Before the session opened for general discussion, several speakers addressed a number of issues related to the topic including whether adding additional engineering controls always increases safety, the reality that regulations and guidelines rarely keep up with technology, and the benefits of making risk assessments more quantitative and pathogen-specific. Speakers also commented on the need for and difficulties in obtaining quantitative data and offered suggestions to address this problem. Following the presentations, Michael Callahan (Defense Advanced Research Projects Agency, United States) led a discussion.


Evidence-Based Biosafety: Ensuring Precautions are Adequate and Appropriate

Allan Bennett (Health Protection Agency, U.K.) discussed the main causes of laboratory-acquired infections (LAI) and argued that the combination of building engineering, equipment, and practices commonly used today are neither economical nor maximally effective. While the best direct evidence that labs are not serving as sources of infection and that a set of precautions is effective would be accurate counts of the number of LAIs, lack of governmental reporting requirements make such data scarce. In the absence of direct evidence, he suggested that applied biosafety data could serve as indirect evidence.

Mr. Bennett started by pointing out that of the three main routes of laboratory infection—inhalation of aerosols, surface contact with the agent, and punctures from needles or other sharps—aerosols have historically received the most attention. Starting in the early 1980s, regulations began requiring a number of expensive technologies to reduce aerosol exposure including HEPA filters, directional air flow, multiple air exchanges per hour (ACH), and biological safety cabinets (BSC). Since then, materials and practices have evolved to offer additional ways to minimize the creation of aerosols, such as the use of sealed centrifugation rotors and the substitution of plastic flasks and bottles for glass ones. He believes that many research spaces, as a result, are now over-engineered. This can cause both unnecessary expense and a reduction in overall safety. As an example, he pointed out that many of the precautions used to reduce aerosol exposure (e.g., flexible film isolators, half suit isolators, respirators, and Class II BSCs) reduce vision and manual dexterity, which can increase splashes (Sawyer et al., 2006). As such, he believes that when evaluating protocols the whole set of precautions and their side effects should be considered collectively.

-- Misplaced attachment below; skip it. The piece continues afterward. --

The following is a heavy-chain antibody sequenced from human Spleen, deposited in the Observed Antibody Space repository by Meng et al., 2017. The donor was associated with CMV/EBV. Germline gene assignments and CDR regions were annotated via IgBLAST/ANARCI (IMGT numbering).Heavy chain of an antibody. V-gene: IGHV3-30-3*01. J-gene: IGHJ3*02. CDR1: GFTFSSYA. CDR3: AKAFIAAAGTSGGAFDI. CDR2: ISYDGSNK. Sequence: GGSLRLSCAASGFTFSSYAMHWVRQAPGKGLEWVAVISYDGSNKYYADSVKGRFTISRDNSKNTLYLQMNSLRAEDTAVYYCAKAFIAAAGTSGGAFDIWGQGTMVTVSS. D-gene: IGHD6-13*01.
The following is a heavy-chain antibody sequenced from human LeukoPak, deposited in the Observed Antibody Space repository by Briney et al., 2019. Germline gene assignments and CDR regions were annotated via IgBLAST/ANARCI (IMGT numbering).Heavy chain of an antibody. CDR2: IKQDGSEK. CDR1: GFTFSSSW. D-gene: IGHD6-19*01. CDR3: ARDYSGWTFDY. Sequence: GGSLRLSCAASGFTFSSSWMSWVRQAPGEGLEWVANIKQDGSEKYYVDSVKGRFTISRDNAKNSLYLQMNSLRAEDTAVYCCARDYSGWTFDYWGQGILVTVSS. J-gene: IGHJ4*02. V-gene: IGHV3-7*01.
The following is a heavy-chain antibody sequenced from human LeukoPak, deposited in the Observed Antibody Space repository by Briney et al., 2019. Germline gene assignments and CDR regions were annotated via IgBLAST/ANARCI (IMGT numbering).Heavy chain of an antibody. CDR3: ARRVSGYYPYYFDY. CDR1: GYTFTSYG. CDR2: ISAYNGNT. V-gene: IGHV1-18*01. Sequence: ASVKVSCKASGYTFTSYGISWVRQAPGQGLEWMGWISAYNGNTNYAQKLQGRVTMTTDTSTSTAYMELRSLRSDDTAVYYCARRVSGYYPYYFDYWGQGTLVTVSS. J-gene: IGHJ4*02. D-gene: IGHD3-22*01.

Glove usage and hand hygiene constitute another set of practices that Mr. Bennett believes should be altered. For example, the thick household gloves used in Class III BSCs and in BSL-4 conditions significantly decrease both gross dexterity of the hand as well as fine finger dexterity. Similarly, although latex gloves cause no loss in manual dexterity (Sawyer et al., 2006) and are critical for preventing direct contact infections, many BSL-2 lab workers, even in high resource countries, do not use latex gloves consistently. He cited a study conducted at the University of Utah and presented at the 2010 American Biological Safety Association (ABSA) Conference where James Johnston4 (University of Utah) found that only 46 percent of staff removed gloves on leaving a BSL-2 lab, hand hygiene compliance before exiting a lab was 10 percent, and 72 percent of individuals touched their face while working. In the study, compliance varied widely between labs and could not be predicted by training.

Mr. Bennett also stated that in the developed world, workers might become overly reliant on engineering and let down their guard with respect to biosafety procedures and good


4 James Johnston, Ph.D., C.I.H.: Hand Hygiene in the Biosafety Level-2 Lab: Is it a Matter of Training? (Tuesday, October 5, 2010) ABSA 53rd Annual Biological Safety Conference, September 30-October 6, 2010 Denver, CO. Available:

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